Resource Image Solar System: Formation of Our Solar System
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Type of Resource: Science Object
Average Rating: Rating
 based on 2 reviews
Publication Title: None
Grade Level: Elementary School, High School, Middle School


Science Objects are two hour on-line interactive inquiry-based content modules that help teachers better understand the science content they teach. This Science Object, co-developed between NASA and NSTA, is the fourth of four Science Objects in the Solar System SciPack. It explores the hypothesis that the solar system coalesced out of a giant cloud of gas and debris left in the wake of exploding stars about five billion years ago. Everything in and on the earth, including living organisms, is made of the material from this cloud. As Earth and the other planets formed, the heavier elements fell to their centers. On planets closer to the Sun (the inner planets), the lightest elements and their compounds were mostly blown or boiled away by radiation from the newly formed sun. However, on the outer planets, the lighter substances still surround them as deep atmospheres of gas or as frozen solid layers.

Ideas For Use


Getting to Know the Solar System
Posted in Earth and Space Science by Adah Stock on Tue Apr 12, 2011 10:39 AM

Ladies: This is great news that your students enjoyed learning about the solar system. I am glad you joined the discus...

Additional Info

Science Discipline: (mouse over for full classification)
Solar system origin
Intended User Role:Elementary-Level Educator, High-School Educator, Middle-Level Educator, Teacher
Educational Issues:Achievement, Professional development, Teacher content knowledge


Resource Format:
Size: KB
Installation Remarks:

National Standards Correlation

This resource has 8 correlations with the National Standards.  

This resource has 8 correlations with the National Standards.  

  • Earth Science
    • Origin and evolution of the earth system
      • The sun, the earth, and the rest of the solar system formed from a nebular cloud of dust and gas 4.6 billion years ago. (9-12)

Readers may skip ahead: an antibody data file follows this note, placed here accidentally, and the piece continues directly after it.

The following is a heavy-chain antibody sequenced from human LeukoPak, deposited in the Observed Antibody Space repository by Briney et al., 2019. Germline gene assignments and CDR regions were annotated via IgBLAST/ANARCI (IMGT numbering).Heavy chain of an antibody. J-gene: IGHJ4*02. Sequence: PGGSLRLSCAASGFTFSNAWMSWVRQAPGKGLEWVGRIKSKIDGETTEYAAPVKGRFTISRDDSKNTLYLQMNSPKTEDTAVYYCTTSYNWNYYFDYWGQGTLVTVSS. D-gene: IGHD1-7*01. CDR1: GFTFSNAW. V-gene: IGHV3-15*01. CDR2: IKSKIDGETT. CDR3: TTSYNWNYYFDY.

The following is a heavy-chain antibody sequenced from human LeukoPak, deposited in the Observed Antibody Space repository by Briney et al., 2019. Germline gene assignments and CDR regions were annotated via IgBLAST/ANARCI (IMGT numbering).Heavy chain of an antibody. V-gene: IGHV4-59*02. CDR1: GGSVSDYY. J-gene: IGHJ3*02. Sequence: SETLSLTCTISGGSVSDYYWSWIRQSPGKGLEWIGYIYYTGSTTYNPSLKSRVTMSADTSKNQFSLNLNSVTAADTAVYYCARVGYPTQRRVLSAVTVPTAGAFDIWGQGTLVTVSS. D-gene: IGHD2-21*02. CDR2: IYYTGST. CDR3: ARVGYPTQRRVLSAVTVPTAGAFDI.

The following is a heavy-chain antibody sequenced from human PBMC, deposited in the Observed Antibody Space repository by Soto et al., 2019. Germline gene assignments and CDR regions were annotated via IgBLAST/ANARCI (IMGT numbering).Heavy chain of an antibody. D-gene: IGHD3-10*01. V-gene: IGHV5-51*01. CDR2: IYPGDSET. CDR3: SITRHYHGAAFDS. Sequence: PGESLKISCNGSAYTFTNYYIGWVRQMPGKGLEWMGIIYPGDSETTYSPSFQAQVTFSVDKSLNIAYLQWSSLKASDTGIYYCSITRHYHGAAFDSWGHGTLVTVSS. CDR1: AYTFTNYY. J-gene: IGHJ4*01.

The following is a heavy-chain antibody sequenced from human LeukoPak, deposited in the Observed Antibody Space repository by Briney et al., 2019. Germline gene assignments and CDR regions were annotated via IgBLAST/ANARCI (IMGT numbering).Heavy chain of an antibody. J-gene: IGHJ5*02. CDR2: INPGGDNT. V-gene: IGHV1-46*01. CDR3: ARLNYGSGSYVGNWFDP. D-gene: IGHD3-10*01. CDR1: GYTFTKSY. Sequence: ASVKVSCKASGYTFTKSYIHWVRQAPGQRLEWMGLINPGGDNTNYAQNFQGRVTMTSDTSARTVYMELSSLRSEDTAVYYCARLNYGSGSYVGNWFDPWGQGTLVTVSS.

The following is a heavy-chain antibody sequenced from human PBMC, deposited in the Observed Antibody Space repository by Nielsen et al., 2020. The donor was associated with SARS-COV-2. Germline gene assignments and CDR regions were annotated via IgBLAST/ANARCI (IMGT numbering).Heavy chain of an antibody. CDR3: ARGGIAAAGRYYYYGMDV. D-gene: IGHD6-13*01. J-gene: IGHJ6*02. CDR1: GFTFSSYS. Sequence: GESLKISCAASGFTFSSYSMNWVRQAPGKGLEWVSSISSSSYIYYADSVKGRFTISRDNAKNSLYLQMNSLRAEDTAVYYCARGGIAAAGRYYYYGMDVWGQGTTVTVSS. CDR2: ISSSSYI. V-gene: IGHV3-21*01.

• Origin and evolution of the universe
      • The origin of the universe remains one of the greatest questions in science. (9-12)
      • The "big bang" theory places the origin between 10 and 20 billion years ago, when the universe began in a hot dense state; according to this theory, the universe has been expanding ever since. (9-12)
      • Early in the history of the universe, matter, primarily the light atoms hydrogen and helium, clumped together by gravitational attraction to form countless trillions of stars. (9-12)
      • Fusion and other processes in stars have led to the formation of all the other elements. (9-12)
  • Process Standards for Professional Development
    • Research-Based
      • Address teachers' needs as learners and build on their current knowledge of science content, teaching, and learning. (NSES)
    • Design
      • Introduce teachers to scientific literature, media, and technological resources that expand their science knowledge and their ability to access further knowledge. (NSES)
    • Learning
      • Build on the teacher's current science understanding, ability, and attitudes. (NSES)

State Standards Correlation

Use the form below to view which of your state standards this resource addresses.

User Reviews

I Love Science Objects!
  Naomi Beverly (Marietta, GA) on September 3, 2014
  I really enjoy Science Objects. In 1-3 hours, the Solar System: Formation of Our Solar System Science Object will help me re-learn, refresh, or learn for the first time some critical science concepts I will have to know to obtain my Science Educator credentials. I appreciate that I can complete them at my own pace, and that, if used as park of a SciPack, I have access to a content expert to go to for help. The NSTA Learning Center Science Objects are very beneficial! Not only do they enrich my teaching, the knowledge enriches my life as well!.

Current understandiing Solar System formation
  Arlene Jurewicz Leighton on May 30, 2012
  I use Formation of Our Solar System in one of my courses for pre and inservice science teachers. This SLO explores the current understanding of Nebular Theory with a timeline of how we have come to this understanding and includes its limitations. It ends with a view of expanding exploration through technology of other solar systems and what we can learn about our own solar system formation from these technological advances..